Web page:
Jun 9, 2023 4 min read

The Inverse Relationship Between Inclusion and Competence

In the current neurotic obsession with diversity, equity, and inclusion (DEI) initiatives in America, much as been said about equity and its Marxist and Maoist characteristics. Diversity has obviously been on the topic board since the late 1980s. But “inclusion” is an odd word in a few senses, and one that has received little attention.

The DEI crowd seems to believe that all domains of life should draw randomly and proportionately from the population and that anything other than precise representation of all races, both sexes, and all cultural backgrounds is clear evidence of unjust exclusion at the hands of a power-source.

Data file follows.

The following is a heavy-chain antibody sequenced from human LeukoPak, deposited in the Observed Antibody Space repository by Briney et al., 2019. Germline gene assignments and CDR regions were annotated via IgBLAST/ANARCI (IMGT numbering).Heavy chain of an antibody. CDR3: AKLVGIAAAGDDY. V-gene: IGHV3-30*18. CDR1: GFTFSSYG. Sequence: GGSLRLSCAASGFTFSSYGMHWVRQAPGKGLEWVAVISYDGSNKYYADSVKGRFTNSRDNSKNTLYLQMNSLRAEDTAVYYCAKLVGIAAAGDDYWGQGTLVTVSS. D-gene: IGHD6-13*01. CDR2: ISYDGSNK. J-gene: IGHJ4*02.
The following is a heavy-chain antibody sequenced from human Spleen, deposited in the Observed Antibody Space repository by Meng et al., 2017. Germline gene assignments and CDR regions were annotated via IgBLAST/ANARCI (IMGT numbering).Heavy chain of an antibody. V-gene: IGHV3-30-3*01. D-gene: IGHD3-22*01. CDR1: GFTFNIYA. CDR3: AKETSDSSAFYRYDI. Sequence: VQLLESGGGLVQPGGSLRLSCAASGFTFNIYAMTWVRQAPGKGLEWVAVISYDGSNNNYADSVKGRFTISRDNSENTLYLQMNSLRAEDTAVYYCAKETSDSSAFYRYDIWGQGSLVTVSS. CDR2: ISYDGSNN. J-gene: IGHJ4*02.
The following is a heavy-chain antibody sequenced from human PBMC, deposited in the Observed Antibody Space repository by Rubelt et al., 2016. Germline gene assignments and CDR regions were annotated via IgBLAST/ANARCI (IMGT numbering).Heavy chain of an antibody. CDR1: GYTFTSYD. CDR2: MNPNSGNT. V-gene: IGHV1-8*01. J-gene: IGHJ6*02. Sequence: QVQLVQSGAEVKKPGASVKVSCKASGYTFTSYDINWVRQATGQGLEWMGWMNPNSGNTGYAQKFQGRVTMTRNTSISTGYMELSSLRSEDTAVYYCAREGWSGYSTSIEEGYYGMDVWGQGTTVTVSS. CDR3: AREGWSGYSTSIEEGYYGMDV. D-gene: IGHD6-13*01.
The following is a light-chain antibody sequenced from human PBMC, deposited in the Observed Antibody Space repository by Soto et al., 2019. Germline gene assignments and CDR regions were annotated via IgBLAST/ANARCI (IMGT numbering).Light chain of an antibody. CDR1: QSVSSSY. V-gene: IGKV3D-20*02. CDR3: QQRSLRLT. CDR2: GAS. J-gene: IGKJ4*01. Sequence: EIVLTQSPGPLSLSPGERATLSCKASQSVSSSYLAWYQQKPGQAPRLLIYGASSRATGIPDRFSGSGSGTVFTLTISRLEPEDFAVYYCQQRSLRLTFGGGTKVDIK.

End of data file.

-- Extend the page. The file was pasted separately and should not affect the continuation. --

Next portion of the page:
The problem with this assumption is that as the complexity and difficulty of a task increases, the utility of inclusion reduces and the value of exclusion rises rapidly. For instance, when it comes to neurosurgery residency admissions or NASA engineering roles, it makes sense that the admissions to these tasks themselves is associated with very low levels of inclusion. If this were not so we would obviously be compromising competence in very sensitive domains and increasing the risk of catastrophe. This self evident truth lies at the basis of my objection to initiatives in the DEI front.

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